Inside a running exclusive-IP zone that is assigned its own set of datalinks, the ipadm command can be used to configure IP, which includes the ability to add or remove logical interfaces. The IP configuration in a zone can be set up in the same way as in the global zone, by using the sysconfig interface described in the sysconfig(8) man page.
The IP configuration of an exclusive-IP zone can only be viewed from the global zone by using the zlogin command, as shown in the following example.
global$ zlogin my-zone ipadm show-addr ADDROBJ TYPE STATE ADDR lo0/v4 static ok 127.0.0.1/8 nge0/v4 dhcp ok 10.134.62.47/24 lo0/v6 static ok ::1/128 nge0/_a addrconf ok fe80::2e0:81ff:fe5d:c630/10
A shared-IP zone uses an existing IP interface from the global zone. The zone must have one or more dedicated IP addresses. A shared-IP zone shares the IP layer configuration and state with the global zone. The zone should use the shared-IP instance if both of the following are true:
The non-global zone is to use the same data-link that is used by the global zone, regardless of whether the global and non-global zones are on the same subnet.
You do not want the other capabilities that the exclusive-IP zone provides.
Shared-IP zones are assigned one or more IP addresses using the net resource of the zonecfg command. The data-link names must also be configured in the global zone.
In the zonecfg net resource, the address and the physical properties must be set. The defrouter property is optional.
To use the shared-IP type networking configuration in the global zone, you must use ipadm, not automatic network configuration. To determine whether networking configuration is being done by ipadm, run the following command. The response displayed must be DefaultFixed.
global$ svcprop -p netcfg/active_ncp svc:/network/physical:default DefaultFixed
The IP addresses assigned to shared-IP zones are associated with logical network interfaces.
The ipadm command can be used from the global zone to assign or remove logical interfaces in a running zone.
To add interfaces, use the following command:
global$ ipadm set-addrprop -p zone=my-zone net0/addr1
To remove interfaces, use one of the following commands:
global$ ipadm set-addrprop -p zone=global net0/addr
global$ ipadm reset-addrprop -p zone net0/addr1
For more information, see Shared-IP Network Interfaces in Creating and Using Oracle Solaris Zones.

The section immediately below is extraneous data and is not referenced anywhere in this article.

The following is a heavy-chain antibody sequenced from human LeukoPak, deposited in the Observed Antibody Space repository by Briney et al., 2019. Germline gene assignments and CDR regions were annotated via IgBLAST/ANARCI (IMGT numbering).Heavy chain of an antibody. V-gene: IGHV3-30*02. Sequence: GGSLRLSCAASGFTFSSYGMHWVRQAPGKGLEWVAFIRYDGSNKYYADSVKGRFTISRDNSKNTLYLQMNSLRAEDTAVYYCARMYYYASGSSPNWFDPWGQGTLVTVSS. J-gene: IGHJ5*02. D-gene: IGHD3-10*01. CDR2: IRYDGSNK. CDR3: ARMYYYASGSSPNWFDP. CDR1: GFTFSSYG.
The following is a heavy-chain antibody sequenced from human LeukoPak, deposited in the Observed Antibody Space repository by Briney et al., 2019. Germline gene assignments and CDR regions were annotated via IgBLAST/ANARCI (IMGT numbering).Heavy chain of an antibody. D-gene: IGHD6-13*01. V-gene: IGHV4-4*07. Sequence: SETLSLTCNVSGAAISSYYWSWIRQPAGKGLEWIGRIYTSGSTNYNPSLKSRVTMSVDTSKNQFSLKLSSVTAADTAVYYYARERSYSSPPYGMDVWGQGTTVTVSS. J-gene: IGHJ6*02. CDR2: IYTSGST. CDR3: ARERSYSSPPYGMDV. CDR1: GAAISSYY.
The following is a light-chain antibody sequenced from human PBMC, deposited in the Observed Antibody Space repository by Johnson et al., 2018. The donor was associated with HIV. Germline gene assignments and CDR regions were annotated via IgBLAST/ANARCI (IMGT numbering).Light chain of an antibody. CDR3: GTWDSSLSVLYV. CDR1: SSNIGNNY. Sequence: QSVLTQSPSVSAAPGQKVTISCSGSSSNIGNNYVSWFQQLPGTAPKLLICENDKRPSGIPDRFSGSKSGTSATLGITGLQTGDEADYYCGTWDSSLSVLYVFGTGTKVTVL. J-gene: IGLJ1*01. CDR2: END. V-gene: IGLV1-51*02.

The Reliable Datagram Sockets (RDS) IPC protocol is supported in both exclusive-IP and shared-IP non-global zones. The RDSv3 driver is enabled as SMF service rds. By default, the service is disabled after installation. The service can be enabled within a given non-global zone by a zone administrator granted appropriate authorizations. After you log in to the zone, the rds service can be enabled in each zone in which it is to run.
For more information, see Using Rights Profiles to Install and Manage Zones in Creating and Using Oracle Solaris Zones.
my-zone$ pfbash svcadm enable rds
For more information, see the svcadm(8) man page.
my-zone$ svcs rds STATE STIME FMRI online 22:50:53 svc:/system/rds:default
In a shared-IP zone, applications in the zone, including the superuser, cannot send packets with source IP addresses other than the ones assigned to the zone through the zonecfg utility. This type of zone does not have access to send and receive arbitrary data-link (layer 2) packets.
For an exclusive-IP zone, the zonecfg command grants the entire specified datalink to the zone. As a result, in an exclusive-IP zone, the root user or user with the required rights profile can send spoofed packets on those datalinks, just as can be done in the global zone. IP address spoofing can be disabled by setting the allowed-address property. For the anet resource type, additional protections such as mac-nospoof and dhcp-nospoof can be enabled by setting the link-protection property.
The shared-IP zones always share the IP layer with the global zone, and the exclusive-IP zones always have their own instance of the IP layer. Both shared-IP zones and exclusive-IP zones can be used on the same system.